Sandy became executive director of the AHA at a challenging moment in the history of a venerable institution of American scholarly life: new intellectual currents had expanded the range of what historians do, beyond social history to cultural history, beyond "non-Western" history to world history and to mature regional fields outside Europe and North America. Popular claims to memories of the past had elevated awareness of history in museums, films, and other representations to the level of political volatility. Large numbers of talented new PhDs in history were seeking employment in "public" positions outside the academy, while colleges and universities under severe economic constraints were trimming their faculties in history and replacing full-time teacher-scholars with part-time and adjunct instructors whom they did not always support with fully professional conditions of employment. Research funding basic to the discovery of new historical knowledge was eroding. The electronic revolution had reached the threshold of mandatory participation, as classroom materials, scholarly resources, and professional communications shifted onto the Internet and the Web. Scholarly societies, including the AHA, faced the challenge of costly, thorough-going professionalization to keep abreast of all of these changes, even as they labored under the same fiscal constraints that strained their major source of revenues, their own members. The AHA then had the additional burden of recent, extraordinary costs to cover as well.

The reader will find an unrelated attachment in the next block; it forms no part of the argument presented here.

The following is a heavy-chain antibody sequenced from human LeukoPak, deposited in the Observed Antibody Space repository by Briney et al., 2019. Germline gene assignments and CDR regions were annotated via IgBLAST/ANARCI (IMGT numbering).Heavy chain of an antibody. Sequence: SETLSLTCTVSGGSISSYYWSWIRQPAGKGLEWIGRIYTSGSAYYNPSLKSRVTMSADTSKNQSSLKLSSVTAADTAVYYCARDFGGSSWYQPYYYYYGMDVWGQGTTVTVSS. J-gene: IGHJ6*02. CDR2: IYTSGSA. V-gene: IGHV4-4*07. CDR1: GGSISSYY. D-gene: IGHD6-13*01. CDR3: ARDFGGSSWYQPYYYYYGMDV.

Sandy brought energy, vision, and experience that mobilized the headquarters office—the vital heart of the organization—as a strong contributor to the Association's repositioning of itself to meet these challenges. During her first two years, she supervised the extensive renovations to our picturesque, but aging, Capitol Hill townhouse that have turned it into our present efficient, modern facility, wired for the first time into the Internet, with up-to-date communications, data processing, and accounting capabilities that have increased our ability to respond to our members' professional needs. She introduced new, comprehensive personnel policies to support the professionalism of the headquarters staff, from whom all the Association's services flow. Members' dues and other Association funds are now managed through financial accounts structured to monitor responsible performance and to provide current information for close control of costs. Sandy implemented Council's Finance Committee priorities in funding these major investments and moved toward a balanced operating budget that now includes allocations to replacement reserves for anticipated equipment upgrades in the future. Few members have a first-hand opportunity to observe the managerial leadership of the Association's executive director, and it is not obvious to many how important headquarters staff and the managerial creativity of the executive director have been to building the organization's present capacity to support the historical profession and its members for years to come.